Since you’re learning German, you should be reading it. As much as possible.
No bookcase? Not keen on carrying a hefty tome around with you everywhere?
How about downloading all your favorite German books onto your e-reader, phone, tablet or computer?
This way you can take more of your reading practice on the go with you at once.
Now you’ll have your very own portable German library!
It’s time to ditch the English books and fill your (digital) bookcase with with German literature.
Why Read German E-books?
Reading German will help you with your lexicon and grammar. While reading, you’ll be picking up new vocab and grammar without even realizing it. And you’ll be entertained in the process!
E-readers are slicker than traditional books and their slim form makes it easy to carry a whole library of German classics with you at all times.
What’s more, there are just so many free e-books out there that you could really save some cash by choosing an e-book! And you’ll be helping to save the environment…no trees were killed in the making of the e-books mentioned in this article!
Where to Find German E-books
- Project Gutenberg is a fantastic resource with around 48,000 free e-books. It’s the oldest digitized library and was founded way back in 1971! There are plenty of books in different languages. Most of them are in English, however, German is one of the most represented languages on the site, giving you a great selection of e-books. It’s a fantastic place to look for German classic literature.
- Everyone knows about Amazon. Its selection of printed German novels and textbooks is second to none, but did you know that it also has quite a large selection of German e-books? The website’s library of e-books is a great resource for novels, children’s books, textbooks, dictionaries and grammar books.
- Sterchenland is basically a completely German version of Project Gutenberg. The benefit of this site is, as it’s a German website, all the e-books are in German. There’s also a great selection of contemporary German works to choose from.
- Some German universities have free e-books for you to download on their websites. One example is the University of Mannheim’s digitized MATEO library. The University of Göttingen also has a fantastic selection. It’s worth bearing in mind that most university e-books can only be read online, as opposed to being downloadable, but they’re still worth checking out.
8 Virtually Perfect German E-books to Boost Your Learning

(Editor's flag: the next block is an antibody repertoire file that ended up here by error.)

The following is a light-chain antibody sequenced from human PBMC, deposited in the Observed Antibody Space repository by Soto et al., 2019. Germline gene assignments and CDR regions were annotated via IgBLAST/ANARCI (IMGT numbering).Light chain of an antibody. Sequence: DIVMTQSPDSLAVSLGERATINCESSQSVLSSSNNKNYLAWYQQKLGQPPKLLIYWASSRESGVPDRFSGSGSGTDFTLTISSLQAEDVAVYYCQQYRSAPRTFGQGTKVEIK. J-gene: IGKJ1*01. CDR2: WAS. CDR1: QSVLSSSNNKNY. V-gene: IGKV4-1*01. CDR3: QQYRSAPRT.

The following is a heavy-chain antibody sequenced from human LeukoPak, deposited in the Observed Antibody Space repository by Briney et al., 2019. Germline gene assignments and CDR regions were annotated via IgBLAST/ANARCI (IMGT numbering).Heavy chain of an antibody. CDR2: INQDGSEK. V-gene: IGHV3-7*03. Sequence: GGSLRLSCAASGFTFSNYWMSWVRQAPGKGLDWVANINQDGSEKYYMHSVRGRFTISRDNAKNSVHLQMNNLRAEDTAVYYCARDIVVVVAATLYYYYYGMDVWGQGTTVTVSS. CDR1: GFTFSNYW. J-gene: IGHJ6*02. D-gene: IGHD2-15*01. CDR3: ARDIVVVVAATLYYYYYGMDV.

1. “Learn German With Stories: Café in Berlin” by André Klein
This great book is part of a series that follows a man from Sicily to his new life in Berlin. Aimed at beginning German learners, the books are great for those who want to move on from learning isolated words and begin reading flowing German text.
This particular book is a great insight into Germany’s laid-back café culture. It’s a great little read and the series will help to gradually widen your vocabulary and grammar.
2. “Er ist wieder da: Der Roman” by Timur Vermes
An excellent choice for intermediate readers, this is a satirical look at what happens when Adolf Hitler wakes up in Berlin in 2011 after a 66 year long sleep.
Without the Nazi party, Eva Braun or the war, Hitler is at a bit of a loss in 21st century Germany. Timur Vermes’ comical novel is a great read for anyone interested in German history. There’s also a great English translation that you can use to help you, should you find the German slightly confusing.
3. “Faust” by Johann Wolfgang von Goethe
“Faust” is a popular eponymous legend from German culture. Many different versions and translations of the story have been written by writers and translators throughout the years, but the most well-known version is Goethe’s take on the tale.
After growing bored of his life and the limitations of knowledge, Faust makes a deal with the devil so that he may have the Devil’s magic powers for a set number of years. After the time is up, Faust will be eternally damned.
It’s an intriguing Gothic tale of morality—one which will certainly help sharpen up your German skills.
4. “Vergessen” by Max Stiller
Another great e-book for intermediate German learners, “Vergessen” is a fast-paced murder mystery.